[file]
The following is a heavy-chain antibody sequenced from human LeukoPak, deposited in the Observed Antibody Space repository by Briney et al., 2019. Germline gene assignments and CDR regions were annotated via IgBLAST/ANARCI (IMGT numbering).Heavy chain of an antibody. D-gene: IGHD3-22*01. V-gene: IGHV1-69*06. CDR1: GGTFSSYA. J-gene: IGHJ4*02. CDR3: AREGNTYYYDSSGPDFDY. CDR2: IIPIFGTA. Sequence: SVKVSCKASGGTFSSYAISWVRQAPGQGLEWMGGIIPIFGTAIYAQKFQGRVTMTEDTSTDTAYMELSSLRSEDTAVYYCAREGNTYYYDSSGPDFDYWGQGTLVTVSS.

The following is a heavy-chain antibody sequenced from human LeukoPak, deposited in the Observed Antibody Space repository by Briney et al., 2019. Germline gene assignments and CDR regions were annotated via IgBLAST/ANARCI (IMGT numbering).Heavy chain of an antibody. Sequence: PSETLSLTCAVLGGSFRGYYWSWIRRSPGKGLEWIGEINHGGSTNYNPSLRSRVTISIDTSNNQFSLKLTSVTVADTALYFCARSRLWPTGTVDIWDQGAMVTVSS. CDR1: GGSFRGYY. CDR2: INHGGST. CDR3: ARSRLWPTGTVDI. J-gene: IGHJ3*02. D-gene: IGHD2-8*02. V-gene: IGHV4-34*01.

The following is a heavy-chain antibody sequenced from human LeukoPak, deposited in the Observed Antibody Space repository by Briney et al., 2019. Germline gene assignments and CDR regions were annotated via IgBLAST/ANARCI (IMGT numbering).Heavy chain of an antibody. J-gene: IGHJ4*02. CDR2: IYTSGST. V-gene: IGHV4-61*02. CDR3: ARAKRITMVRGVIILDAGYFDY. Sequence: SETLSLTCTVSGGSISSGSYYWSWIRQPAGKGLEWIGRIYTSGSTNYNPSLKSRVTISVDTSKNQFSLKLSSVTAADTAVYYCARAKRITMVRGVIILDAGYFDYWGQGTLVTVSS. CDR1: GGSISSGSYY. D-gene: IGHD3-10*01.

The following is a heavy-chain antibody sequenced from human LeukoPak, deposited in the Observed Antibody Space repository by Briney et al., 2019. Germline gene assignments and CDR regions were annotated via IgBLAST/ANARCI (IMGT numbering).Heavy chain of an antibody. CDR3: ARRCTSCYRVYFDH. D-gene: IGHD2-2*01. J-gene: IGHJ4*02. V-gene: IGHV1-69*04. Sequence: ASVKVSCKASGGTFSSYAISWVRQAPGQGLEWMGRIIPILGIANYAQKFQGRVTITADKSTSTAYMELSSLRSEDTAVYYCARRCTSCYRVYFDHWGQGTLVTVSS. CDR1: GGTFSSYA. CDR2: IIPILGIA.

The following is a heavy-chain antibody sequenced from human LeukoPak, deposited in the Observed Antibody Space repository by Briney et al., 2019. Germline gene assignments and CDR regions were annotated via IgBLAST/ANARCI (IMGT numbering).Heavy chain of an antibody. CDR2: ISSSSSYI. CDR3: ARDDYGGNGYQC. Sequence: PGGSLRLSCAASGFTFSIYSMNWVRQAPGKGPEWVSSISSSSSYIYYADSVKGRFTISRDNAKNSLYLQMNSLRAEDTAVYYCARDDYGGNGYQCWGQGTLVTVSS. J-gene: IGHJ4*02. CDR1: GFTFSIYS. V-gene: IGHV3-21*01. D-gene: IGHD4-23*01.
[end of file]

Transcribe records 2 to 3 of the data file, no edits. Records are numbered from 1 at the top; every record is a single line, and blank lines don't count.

The following is a heavy-chain antibody sequenced from human LeukoPak, deposited in the Observed Antibody Space repository by Briney et al., 2019. Germline gene assignments and CDR regions were annotated via IgBLAST/ANARCI (IMGT numbering).Heavy chain of an antibody. Sequence: PSETLSLTCAVLGGSFRGYYWSWIRRSPGKGLEWIGEINHGGSTNYNPSLRSRVTISIDTSNNQFSLKLTSVTVADTALYFCARSRLWPTGTVDIWDQGAMVTVSS. CDR1: GGSFRGYY. CDR2: INHGGST. CDR3: ARSRLWPTGTVDI. J-gene: IGHJ3*02. D-gene: IGHD2-8*02. V-gene: IGHV4-34*01.

The following is a heavy-chain antibody sequenced from human LeukoPak, deposited in the Observed Antibody Space repository by Briney et al., 2019. Germline gene assignments and CDR regions were annotated via IgBLAST/ANARCI (IMGT numbering).Heavy chain of an antibody. J-gene: IGHJ4*02. CDR2: IYTSGST. V-gene: IGHV4-61*02. CDR3: ARAKRITMVRGVIILDAGYFDY. Sequence: SETLSLTCTVSGGSISSGSYYWSWIRQPAGKGLEWIGRIYTSGSTNYNPSLKSRVTISVDTSKNQFSLKLSSVTAADTAVYYCARAKRITMVRGVIILDAGYFDYWGQGTLVTVSS. CDR1: GGSISSGSYY. D-gene: IGHD3-10*01.